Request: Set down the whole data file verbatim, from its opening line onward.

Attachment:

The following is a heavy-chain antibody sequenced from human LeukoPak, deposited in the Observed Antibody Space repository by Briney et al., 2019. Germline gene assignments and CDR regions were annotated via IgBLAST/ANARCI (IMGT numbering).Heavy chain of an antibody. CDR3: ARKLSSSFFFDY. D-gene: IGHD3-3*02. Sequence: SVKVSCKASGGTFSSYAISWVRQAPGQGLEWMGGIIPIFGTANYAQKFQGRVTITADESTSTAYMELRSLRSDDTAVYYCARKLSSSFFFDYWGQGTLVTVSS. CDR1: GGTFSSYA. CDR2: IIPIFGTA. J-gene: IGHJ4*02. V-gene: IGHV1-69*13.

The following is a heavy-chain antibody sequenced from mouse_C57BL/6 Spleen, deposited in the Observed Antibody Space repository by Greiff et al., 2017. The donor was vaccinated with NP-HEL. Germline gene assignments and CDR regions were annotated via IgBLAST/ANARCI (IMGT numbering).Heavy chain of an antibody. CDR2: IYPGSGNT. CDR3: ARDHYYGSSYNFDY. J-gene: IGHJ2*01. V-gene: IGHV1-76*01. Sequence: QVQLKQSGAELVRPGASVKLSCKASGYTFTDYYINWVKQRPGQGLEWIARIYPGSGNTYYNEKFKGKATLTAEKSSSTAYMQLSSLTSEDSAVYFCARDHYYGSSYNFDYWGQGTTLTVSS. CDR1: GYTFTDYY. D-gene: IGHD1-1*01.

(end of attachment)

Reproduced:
The following is a heavy-chain antibody sequenced from human LeukoPak, deposited in the Observed Antibody Space repository by Briney et al., 2019. Germline gene assignments and CDR regions were annotated via IgBLAST/ANARCI (IMGT numbering).Heavy chain of an antibody. CDR3: ARKLSSSFFFDY. D-gene: IGHD3-3*02. Sequence: SVKVSCKASGGTFSSYAISWVRQAPGQGLEWMGGIIPIFGTANYAQKFQGRVTITADESTSTAYMELRSLRSDDTAVYYCARKLSSSFFFDYWGQGTLVTVSS. CDR1: GGTFSSYA. CDR2: IIPIFGTA. J-gene: IGHJ4*02. V-gene: IGHV1-69*13.

The following is a heavy-chain antibody sequenced from mouse_C57BL/6 Spleen, deposited in the Observed Antibody Space repository by Greiff et al., 2017. The donor was vaccinated with NP-HEL. Germline gene assignments and CDR regions were annotated via IgBLAST/ANARCI (IMGT numbering).Heavy chain of an antibody. CDR2: IYPGSGNT. CDR3: ARDHYYGSSYNFDY. J-gene: IGHJ2*01. V-gene: IGHV1-76*01. Sequence: QVQLKQSGAELVRPGASVKLSCKASGYTFTDYYINWVKQRPGQGLEWIARIYPGSGNTYYNEKFKGKATLTAEKSSSTAYMQLSSLTSEDSAVYFCARDHYYGSSYNFDYWGQGTTLTVSS. CDR1: GYTFTDYY. D-gene: IGHD1-1*01.